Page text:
ListMoto - Stir-fried

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STIR FRYING (Chinese : 炒; pinyin : chǎo) is a Chinese cooking technique in which ingredients are fried in a small amount of very hot oil while being stirred in a wok . The technique originated in China and in recent centuries has spread into other parts of Asia and the West.

Scholars think that wok (or pan) frying may have been used as early as the Han dynasty
Han dynasty
(206 B.C. – 220 A.D.) for drying grain, not for cooking, but it was not until the Ming dynasty
Ming dynasty
(1368–1644) that the wok reached its modern shape and allowed quick cooking in hot oil. Well into the 20th century, while restaurants and affluent families could afford the oil and fuel needed for stir fry, the most widely used cooking techniques remained boiling and steaming. Stir fry cooking came to predominate over the course of the century as more people could afford oil and fuel, and in the West spread beyond Chinese communities.

Stir frying
Stir frying
and Chinese food have been recommended as both healthy and appealing for their skillful use of vegetables, meats, and fish which are moderate in their fat content and sauces which are not overly rich, provided calories are kept at a reasonable level.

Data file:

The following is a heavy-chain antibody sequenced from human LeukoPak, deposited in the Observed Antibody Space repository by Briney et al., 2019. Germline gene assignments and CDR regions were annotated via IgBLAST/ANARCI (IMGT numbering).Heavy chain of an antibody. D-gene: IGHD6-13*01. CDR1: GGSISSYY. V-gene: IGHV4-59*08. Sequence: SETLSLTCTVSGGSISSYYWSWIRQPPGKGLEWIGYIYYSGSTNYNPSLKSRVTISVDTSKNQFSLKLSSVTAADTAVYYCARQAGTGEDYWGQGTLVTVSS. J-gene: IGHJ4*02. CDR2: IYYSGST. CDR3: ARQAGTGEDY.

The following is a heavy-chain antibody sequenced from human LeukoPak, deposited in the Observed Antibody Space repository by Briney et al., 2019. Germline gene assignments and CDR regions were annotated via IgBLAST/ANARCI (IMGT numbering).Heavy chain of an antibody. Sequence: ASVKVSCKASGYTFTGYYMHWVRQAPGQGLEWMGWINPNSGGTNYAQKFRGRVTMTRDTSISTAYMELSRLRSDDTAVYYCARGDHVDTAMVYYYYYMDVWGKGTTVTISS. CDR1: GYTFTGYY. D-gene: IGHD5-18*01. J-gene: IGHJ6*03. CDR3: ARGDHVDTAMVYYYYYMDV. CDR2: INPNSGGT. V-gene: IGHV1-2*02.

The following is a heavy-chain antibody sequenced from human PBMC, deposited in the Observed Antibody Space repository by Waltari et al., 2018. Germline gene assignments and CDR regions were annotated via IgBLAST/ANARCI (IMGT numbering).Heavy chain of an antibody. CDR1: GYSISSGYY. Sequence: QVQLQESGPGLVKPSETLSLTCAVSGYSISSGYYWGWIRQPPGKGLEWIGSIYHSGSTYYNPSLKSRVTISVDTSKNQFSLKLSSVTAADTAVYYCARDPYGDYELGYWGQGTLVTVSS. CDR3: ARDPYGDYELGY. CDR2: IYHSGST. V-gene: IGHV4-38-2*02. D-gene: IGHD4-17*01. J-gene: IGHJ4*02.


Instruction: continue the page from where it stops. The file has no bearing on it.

The term "stir-fry" was introduced into the English language in Buwei Yang Chao 's book How to Cook and Eat in Chinese
How to Cook and Eat in Chinese
(1945), to describe the chǎo technique.


* 1 History

* 1.1 In China
* 1.2 In the West

* 2 Technique

* 2.1 Chao technique

* 2.1.1 Wok

* 2.2 Bao technique

* 3 Effects on nutritional value * 4 Uses in Traditional Medicine * 5 Stir fried dishes * 6 See also * 7 Notes * 8 References * 9 Further reading * 10 External links



Further information: History of Chinese cuisine
Chinese cuisine
During the Tang dynasty (618–907) chao referred to roasting tea leaves. Stir frying became a popular method for cooking food only later, during the Ming dynasty (1368–1644).

The Chinese character "chao" (炒) is attested in inscriptions on bronze vessels from the Eastern Zhou
Eastern Zhou
period (771–256 BC), but not in the sense of stir frying. Dry stirring was used in the Han dynasty (206 BC – 221 AD) to parch grain. Although there are no surviving records of Han dynasty
Han dynasty
stir frying, archaeological evidence of woks and the tendency to slice food thinly indicate that the technique was likely used for cooking.

The term chao appears for the first time in the sense of "stir frying" in the Qimin Yaoshu , a sixth-century agricultural manual, including in a recipe for scrambled eggs . In sources from the Tang dynasty (618–907), chao refers not to a cooking technique, but to a method for roasting tea leaves . It reappears as a cooking method in a dozen recipes from the Song dynasty
Song dynasty
(960–1279). The Song period is when the Chinese started to use vegetable oil for frying instead of animal fats . Until then, vegetable oil had been used chiefly in lamps.

Historically, stir frying was not as important a technique as boiling or steaming , since the oil needed for stir frying was expensive. The technique became increasingly popular in the late Ming dynasty (1368–1644), in part because the wood and charcoal used to fire stoves were becoming increasingly expensive near urban centers, and stir-frying could cook food quickly without wasting fuel.

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